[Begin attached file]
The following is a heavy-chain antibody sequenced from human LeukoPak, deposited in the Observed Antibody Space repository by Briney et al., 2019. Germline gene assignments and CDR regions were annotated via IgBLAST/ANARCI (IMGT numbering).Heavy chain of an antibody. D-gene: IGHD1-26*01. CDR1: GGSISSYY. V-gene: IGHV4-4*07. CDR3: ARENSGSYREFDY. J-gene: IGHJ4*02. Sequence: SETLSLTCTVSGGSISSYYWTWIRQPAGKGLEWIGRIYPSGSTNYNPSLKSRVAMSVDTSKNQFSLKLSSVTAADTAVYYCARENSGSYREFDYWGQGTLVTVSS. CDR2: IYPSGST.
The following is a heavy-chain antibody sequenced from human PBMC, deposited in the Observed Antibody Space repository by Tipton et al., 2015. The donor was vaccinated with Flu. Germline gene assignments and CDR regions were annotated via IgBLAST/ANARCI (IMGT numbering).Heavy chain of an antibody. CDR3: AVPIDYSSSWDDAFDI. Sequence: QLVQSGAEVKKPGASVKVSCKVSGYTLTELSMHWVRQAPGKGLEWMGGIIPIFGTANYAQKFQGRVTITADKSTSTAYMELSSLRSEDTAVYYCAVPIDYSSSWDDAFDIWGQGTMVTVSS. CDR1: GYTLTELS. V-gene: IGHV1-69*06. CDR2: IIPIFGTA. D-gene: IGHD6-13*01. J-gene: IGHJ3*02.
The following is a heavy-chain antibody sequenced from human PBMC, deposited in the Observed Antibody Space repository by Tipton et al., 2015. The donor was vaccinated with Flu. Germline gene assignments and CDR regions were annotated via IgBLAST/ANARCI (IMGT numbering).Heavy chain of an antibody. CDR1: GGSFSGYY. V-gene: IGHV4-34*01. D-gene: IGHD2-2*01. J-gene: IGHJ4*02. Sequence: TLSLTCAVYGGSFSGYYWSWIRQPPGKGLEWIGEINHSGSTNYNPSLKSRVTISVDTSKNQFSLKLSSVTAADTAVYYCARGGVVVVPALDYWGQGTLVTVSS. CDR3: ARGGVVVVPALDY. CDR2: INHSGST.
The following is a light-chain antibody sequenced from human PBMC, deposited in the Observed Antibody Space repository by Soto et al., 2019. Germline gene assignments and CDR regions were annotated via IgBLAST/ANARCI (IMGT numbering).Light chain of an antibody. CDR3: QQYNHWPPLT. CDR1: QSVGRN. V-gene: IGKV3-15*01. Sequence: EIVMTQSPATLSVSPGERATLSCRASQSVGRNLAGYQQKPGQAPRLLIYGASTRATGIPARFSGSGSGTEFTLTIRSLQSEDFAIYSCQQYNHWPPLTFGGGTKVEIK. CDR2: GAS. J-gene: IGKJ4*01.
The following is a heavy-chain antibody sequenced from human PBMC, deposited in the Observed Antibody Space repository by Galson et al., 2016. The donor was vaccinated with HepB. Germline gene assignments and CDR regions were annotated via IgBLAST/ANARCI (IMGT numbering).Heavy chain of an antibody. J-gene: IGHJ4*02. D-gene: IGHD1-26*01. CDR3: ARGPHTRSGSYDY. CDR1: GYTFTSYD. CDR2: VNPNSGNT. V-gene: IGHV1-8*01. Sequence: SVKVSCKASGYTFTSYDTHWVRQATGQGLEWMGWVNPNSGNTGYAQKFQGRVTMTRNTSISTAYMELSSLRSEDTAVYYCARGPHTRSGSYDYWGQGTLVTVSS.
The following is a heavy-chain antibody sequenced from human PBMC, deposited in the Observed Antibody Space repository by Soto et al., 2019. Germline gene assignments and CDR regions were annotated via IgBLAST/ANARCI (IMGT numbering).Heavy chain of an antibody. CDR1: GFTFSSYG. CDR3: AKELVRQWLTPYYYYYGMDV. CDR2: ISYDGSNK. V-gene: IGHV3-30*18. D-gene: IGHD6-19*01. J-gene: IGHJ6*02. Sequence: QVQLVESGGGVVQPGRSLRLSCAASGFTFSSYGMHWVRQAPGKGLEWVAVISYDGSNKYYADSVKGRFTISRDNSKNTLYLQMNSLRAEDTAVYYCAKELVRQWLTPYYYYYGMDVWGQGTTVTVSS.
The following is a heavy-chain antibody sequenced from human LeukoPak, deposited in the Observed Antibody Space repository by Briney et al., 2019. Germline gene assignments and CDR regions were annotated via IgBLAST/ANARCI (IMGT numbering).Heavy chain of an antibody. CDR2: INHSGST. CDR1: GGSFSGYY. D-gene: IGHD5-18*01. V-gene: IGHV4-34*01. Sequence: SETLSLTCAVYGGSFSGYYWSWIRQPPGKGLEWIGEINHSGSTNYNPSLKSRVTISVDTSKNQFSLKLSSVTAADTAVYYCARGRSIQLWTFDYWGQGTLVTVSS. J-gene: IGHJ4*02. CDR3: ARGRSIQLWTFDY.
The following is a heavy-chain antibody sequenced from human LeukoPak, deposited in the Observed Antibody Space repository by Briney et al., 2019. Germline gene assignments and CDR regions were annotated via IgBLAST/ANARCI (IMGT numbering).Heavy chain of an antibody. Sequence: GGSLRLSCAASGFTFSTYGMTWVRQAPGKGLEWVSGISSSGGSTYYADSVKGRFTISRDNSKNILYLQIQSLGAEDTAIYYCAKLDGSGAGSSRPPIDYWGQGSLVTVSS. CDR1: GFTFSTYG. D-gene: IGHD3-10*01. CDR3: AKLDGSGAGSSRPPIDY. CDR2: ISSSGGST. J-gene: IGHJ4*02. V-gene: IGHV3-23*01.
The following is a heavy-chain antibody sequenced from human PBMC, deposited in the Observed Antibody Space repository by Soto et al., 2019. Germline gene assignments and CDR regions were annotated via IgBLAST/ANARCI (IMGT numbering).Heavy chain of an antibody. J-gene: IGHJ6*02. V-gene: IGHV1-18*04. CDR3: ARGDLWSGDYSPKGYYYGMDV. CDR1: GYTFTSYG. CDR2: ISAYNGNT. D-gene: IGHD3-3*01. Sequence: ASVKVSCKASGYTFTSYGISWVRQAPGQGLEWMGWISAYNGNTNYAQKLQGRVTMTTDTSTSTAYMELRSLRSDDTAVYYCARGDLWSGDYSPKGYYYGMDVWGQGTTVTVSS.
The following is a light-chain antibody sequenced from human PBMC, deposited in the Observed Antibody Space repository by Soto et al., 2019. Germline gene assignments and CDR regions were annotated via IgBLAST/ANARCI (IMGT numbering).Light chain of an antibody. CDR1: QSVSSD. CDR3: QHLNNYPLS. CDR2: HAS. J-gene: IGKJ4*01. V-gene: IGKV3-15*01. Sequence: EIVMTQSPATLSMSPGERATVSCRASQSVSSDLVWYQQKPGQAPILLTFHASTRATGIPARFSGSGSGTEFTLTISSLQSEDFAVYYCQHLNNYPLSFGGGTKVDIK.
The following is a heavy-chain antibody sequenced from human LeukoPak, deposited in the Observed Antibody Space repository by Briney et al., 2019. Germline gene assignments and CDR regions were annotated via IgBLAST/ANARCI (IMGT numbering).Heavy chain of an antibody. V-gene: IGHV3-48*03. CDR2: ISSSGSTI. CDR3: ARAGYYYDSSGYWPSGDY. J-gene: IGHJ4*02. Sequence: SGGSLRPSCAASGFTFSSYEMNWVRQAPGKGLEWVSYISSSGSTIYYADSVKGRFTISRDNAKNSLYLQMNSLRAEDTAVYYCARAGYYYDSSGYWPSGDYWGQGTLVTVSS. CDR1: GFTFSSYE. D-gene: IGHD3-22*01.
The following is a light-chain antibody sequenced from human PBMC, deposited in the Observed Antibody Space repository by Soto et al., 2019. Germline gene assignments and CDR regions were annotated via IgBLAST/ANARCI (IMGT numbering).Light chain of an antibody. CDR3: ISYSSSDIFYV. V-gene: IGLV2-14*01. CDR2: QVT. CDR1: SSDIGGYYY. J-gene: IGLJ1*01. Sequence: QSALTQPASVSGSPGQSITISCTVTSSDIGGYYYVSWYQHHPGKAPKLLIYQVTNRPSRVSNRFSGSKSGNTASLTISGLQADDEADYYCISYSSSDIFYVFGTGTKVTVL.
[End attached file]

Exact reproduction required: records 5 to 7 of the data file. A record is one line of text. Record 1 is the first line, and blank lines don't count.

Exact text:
The following is a heavy-chain antibody sequenced from human PBMC, deposited in the Observed Antibody Space repository by Galson et al., 2016. The donor was vaccinated with HepB. Germline gene assignments and CDR regions were annotated via IgBLAST/ANARCI (IMGT numbering).Heavy chain of an antibody. J-gene: IGHJ4*02. D-gene: IGHD1-26*01. CDR3: ARGPHTRSGSYDY. CDR1: GYTFTSYD. CDR2: VNPNSGNT. V-gene: IGHV1-8*01. Sequence: SVKVSCKASGYTFTSYDTHWVRQATGQGLEWMGWVNPNSGNTGYAQKFQGRVTMTRNTSISTAYMELSSLRSEDTAVYYCARGPHTRSGSYDYWGQGTLVTVSS.
The following is a heavy-chain antibody sequenced from human PBMC, deposited in the Observed Antibody Space repository by Soto et al., 2019. Germline gene assignments and CDR regions were annotated via IgBLAST/ANARCI (IMGT numbering).Heavy chain of an antibody. CDR1: GFTFSSYG. CDR3: AKELVRQWLTPYYYYYGMDV. CDR2: ISYDGSNK. V-gene: IGHV3-30*18. D-gene: IGHD6-19*01. J-gene: IGHJ6*02. Sequence: QVQLVESGGGVVQPGRSLRLSCAASGFTFSSYGMHWVRQAPGKGLEWVAVISYDGSNKYYADSVKGRFTISRDNSKNTLYLQMNSLRAEDTAVYYCAKELVRQWLTPYYYYYGMDVWGQGTTVTVSS.
The following is a heavy-chain antibody sequenced from human LeukoPak, deposited in the Observed Antibody Space repository by Briney et al., 2019. Germline gene assignments and CDR regions were annotated via IgBLAST/ANARCI (IMGT numbering).Heavy chain of an antibody. CDR2: INHSGST. CDR1: GGSFSGYY. D-gene: IGHD5-18*01. V-gene: IGHV4-34*01. Sequence: SETLSLTCAVYGGSFSGYYWSWIRQPPGKGLEWIGEINHSGSTNYNPSLKSRVTISVDTSKNQFSLKLSSVTAADTAVYYCARGRSIQLWTFDYWGQGTLVTVSS. J-gene: IGHJ4*02. CDR3: ARGRSIQLWTFDY.